If it is not choice, is it hybrid?

The beauty of the hybrid model lies in the flexibility it offers, that is, the power to choose the specific days on which to work from home or come to the office.

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The hybrid work model is the latest workplace trend. Many organisations, especially in the IT sector, have already made policies around hybrid work arrangements, with companies such as Apple, Google and Microsoft already allowing some employees to work from home two to three days in a week. While employees are allowed the flexibility of working from home, the specific days of the week on which they can do so are decided by their team leaders and managers. Doesn’t that throw the very concept of flexibility out the window? Can employees really experience ‘flexibility’ if their managers are the ones telling them when they can work from home and when they should come to office? Who should have the flexibility to pick the WFH days — the employees or their managers?

“If the organisation has promised flexibility of working from home to the employees, the managers and supervisors will have to ensure that they are given the same. There is a need to have authentic conversations at workplaces”

Supratik Bhattacharyya, chief talent officer, RPG Group

While most companies opting for the hybrid work model have empowered their team managers and leaders to decide, the question is whether this will really work. The hybrid model will succeed only if employees have the power to pick their days of WFH. Given a choice, team leaders and managers would want to call their teams to office every day as it would be more convenient for them. To be able to manage their work more easily, managers will use business continuity, deadlines and deliverables, as perfect excuses to call their teams to office.

On the other hand, it may not be a good idea to leave the decision to pick WFH days entirely to the employees either. After all, they will pick the days of WFH as per their convenience, giving less priority to the needs of the business and the company. So, how will the hybrid model work?

Let us see what HR leaders suggest.

Responsibility and accountability: Reetu Raina, CHRO, Quick Heal, shares with HRKatha that they are gearing to adopt a hybrid work model starting October 2021. At Quick Heal, she reveals, the team leaders and managers are given the responsibility to pick the specific days the employees would come to office and the days they would work from home. After all, managers and leaders are more aware of how work needs to be done. However, there will always be a fear in employees that they may never enjoy flexibility if the choice is not given to them. “There is a very thin line between empowering and giving a choice. Our employees have the choice of working from home, but with empowerment comes responsibility, which managers are accountable and answerable for,” points out Raina.

“There is a very thin line between empowering and giving a choice. Our employees have the choice of working from home, but with empowerment comes responsibility, which managers are accountable and answerable for”

Reetu Raina, CHRO, Quick Heal

Governance: A hybrid work model calls for governance to ensure the wellbeing of employees, and that governance body should be led by the HR. The work of keeping a frequent check on how the hybrid teams are functioning and whether justice is being done to the interest of the employees should be left to the HR.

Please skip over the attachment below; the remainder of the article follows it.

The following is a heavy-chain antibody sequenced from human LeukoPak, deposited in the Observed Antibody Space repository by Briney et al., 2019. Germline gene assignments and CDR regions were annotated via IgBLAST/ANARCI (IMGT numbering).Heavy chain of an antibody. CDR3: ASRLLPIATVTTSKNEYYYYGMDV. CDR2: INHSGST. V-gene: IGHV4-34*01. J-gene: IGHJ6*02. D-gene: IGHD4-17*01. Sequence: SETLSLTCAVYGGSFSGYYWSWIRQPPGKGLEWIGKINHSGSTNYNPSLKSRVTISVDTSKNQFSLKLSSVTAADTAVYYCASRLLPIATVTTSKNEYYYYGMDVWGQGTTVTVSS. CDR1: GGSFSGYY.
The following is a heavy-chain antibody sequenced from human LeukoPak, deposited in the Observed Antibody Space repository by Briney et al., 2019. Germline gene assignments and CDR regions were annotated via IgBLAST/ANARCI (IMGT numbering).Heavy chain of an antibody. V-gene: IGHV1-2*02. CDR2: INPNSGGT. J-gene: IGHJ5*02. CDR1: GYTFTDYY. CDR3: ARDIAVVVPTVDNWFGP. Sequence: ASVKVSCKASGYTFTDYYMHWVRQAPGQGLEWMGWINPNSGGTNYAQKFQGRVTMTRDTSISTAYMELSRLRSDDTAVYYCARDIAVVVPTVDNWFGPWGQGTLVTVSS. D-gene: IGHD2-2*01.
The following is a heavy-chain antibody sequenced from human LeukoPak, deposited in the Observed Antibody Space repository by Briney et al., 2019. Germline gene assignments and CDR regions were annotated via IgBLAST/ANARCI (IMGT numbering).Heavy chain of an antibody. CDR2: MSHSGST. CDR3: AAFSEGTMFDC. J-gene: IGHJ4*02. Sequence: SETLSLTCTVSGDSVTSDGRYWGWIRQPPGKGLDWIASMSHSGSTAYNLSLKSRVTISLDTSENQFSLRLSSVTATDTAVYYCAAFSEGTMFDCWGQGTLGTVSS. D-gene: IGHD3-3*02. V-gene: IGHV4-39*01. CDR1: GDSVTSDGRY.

Dialogue and conversations: Supratik Bhattacharyya, chief talent officer, RPG Group, feels the need for an organisational culture that promotes cohesive behaviours amongst the teams and the managers, to ensure smooth implementation of the hybrid work model. RPG Group had announced that even after the pandemic, their employees — including people at the manufacturing sites — can work remotely for 50 per cent of their time. The Company had identified the roles for which remote working could be allowed sometimes.

Bhattacharyya does not shy away from the fact that the arrangement is bound to lead to conflicts amongst teams, but it is nothing that a dialogue or genuine conversations and discussions with the employees cannot help sort out. “If the organisation has promised flexibility of working from home to the employees, the managers and supervisors will have to ensure that they are given the same. There is a need to have authentic conversations at workplaces, and we practise that at RPG,” asserts Bhattacharyya. He explains that even if managers do want some people to be come in to the office, they should explain to them ‘why’.

Equal empowerment: Amit Sharma, CHRO, Volvo Group India, is of the opinion that no single party can be allowed to choose the specific WFH days. Both parties should be equally empowered and responsible for ensuring that work gets done.

“A hybrid work model can only be successful if there is trust between the employees and the organisation”

Amit Sharma, CHRO, Volvo Group India

Sharma states that the hybrid work model will rest on four principles or pillars — employee wellbeing, social connect, business needs and legal compliance.

Out of these four, business needs and social interaction will remain a challenge for the leaders to address. “A hybrid work model can only be successful if there is trust between the employees and the organisation. In the absence of trust, nothing will work,” says Sharma.

Clearly, the hybrid approach to work can only succeed if there is collaboration and cohesiveness at work, and if authentic dialogue and conversations are encouraged at the workplaces.

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